Market monitor: Egypt at a glance

Economists expect corporate travel spending to keep growing in the region.

Business travel recovers as international visitors and investment return

Businesses spent less than US$3 billion (48 billon Egyptian pounds) on travel in Egypt in 2017. But spending growth is strong, averaging more than 17% annually between 2012 and 2017, according to BCD Travel analysis of Oxford Economics data. The market is volatile, as evidenced by the 76% year-over-year rise in business travel spending reported in 2017. Domestic trips account for 48% of all spending; inbound trips made up 46% of spending. Egypt’s economy emerged from a slowdown triggered by 2011’s “Arab Spring” and has been expanding since 2016. Economists expect corporate travel spending to keep growing, too—predicting 15% growth per year through 2022. Outbound trips will expand most, growing by 26% per year, but they’ll still make up just 9% of all business travel spending by 2022.

Economic environment

Economic growth and business travel spending

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  • The government’s renewed focus on taxation and other reforms and an ambitious International Monetary Fund program aimed at improving Egypt’s economic structure are laying the foundation for future growth.
  • The re-launch of a stalled privatization program has boosted domestic and international investors’ confidence and willingness to provide capital.
  • The Egyptian economy is forecast to accelerate to 5.3% in 2018, helped by strong exports and domestic demand, as private sector investment and government spending grow.
  • The country still faces challenges, including high unemployment, poor labor market conditions and weak health care and education. These and other pressures should slow growth to 5% in 2019.


International travel

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  • Arrivals account for around 70% of all international trips, but demand collapsed after terrorist incidents in 2016. Neighboring countries, particularly Saudi Arabia, accounted for most visits to Egypt during this time.
  • Visitors from other regions began returning in 2017, and the government supported the recovery with a new e-visa service. Breaking Travel News recently reported that the program makes it easier for citizens from 46 countries to obtain an Egyptian entry visa online. Europeans are now expected to regain the lead among inbound travelers.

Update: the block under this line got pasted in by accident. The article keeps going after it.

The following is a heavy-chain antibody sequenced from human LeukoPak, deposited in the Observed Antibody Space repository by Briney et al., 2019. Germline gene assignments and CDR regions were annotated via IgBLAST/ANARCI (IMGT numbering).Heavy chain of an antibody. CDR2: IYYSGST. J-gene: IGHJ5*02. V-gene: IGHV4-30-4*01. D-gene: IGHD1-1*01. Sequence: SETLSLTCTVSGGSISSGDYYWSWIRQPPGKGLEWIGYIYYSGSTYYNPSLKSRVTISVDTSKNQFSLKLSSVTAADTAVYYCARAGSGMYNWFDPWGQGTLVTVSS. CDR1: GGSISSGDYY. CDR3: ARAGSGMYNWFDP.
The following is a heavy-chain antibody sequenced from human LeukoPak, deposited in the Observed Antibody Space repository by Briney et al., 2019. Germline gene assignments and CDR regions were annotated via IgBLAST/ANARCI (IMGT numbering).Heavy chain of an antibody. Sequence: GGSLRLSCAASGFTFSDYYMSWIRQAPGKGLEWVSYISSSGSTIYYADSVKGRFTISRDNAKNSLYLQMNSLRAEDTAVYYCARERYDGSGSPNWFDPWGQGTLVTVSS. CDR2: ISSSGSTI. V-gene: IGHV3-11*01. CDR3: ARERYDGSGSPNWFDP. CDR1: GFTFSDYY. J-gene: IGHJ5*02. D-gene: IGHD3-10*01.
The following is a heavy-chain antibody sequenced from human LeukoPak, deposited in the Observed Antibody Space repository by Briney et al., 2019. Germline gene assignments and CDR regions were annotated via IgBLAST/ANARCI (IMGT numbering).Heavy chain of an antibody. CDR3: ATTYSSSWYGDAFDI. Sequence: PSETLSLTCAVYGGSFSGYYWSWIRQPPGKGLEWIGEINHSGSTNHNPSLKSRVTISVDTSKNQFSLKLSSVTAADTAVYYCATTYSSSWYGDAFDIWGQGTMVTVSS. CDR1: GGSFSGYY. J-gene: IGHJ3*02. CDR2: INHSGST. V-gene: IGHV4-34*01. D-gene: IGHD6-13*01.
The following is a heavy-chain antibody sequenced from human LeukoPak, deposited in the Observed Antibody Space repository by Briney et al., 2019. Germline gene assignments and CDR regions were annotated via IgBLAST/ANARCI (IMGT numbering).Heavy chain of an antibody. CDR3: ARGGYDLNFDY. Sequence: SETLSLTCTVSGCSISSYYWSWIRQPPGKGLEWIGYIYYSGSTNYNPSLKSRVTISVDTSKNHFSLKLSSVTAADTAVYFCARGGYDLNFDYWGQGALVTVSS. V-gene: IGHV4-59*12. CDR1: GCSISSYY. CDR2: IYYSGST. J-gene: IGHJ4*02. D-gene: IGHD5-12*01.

• Egyptair, which includes Air Sinai and Egyptair Express, holds a strong market position, accounting for half the flights departing from both Cairo and Sharm El Sheikh.
  • Nile Air is Egyptair’s only rival on domestic routes and also competes for international travelers flying to some locations in the Middle East, Africa and southern Europe.


Hotel demand

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  • Demand for hotels slumped as international travelers stayed away from Egypt in 2016, but international demand is rising and is expected to rebound to 85% of the overall hotel market by 2022.
  • Domestic demand has been more resilient, but it accounts for just one-fifth of all room nights.
  • Global hotel chains occupy the top three places in the Egyptian market, led by Marriott with 18 properties, just ahead of Hilton and AccorHotels. New developments are in the pipeline, including St. Regis Cairo opening in 2018; W Sharm El Sheikh following in 2020; and Element Cairo in 2021.
  • Despite these projects, global chains are scaling back their Egyptian portfolios and exiting some markets, and business travelers may have to opt for local chains. These include Azur Hotels, Tolip Hotels, Pickalbatros and Sunrise Resorts, which focuses mostly on resort destinations.

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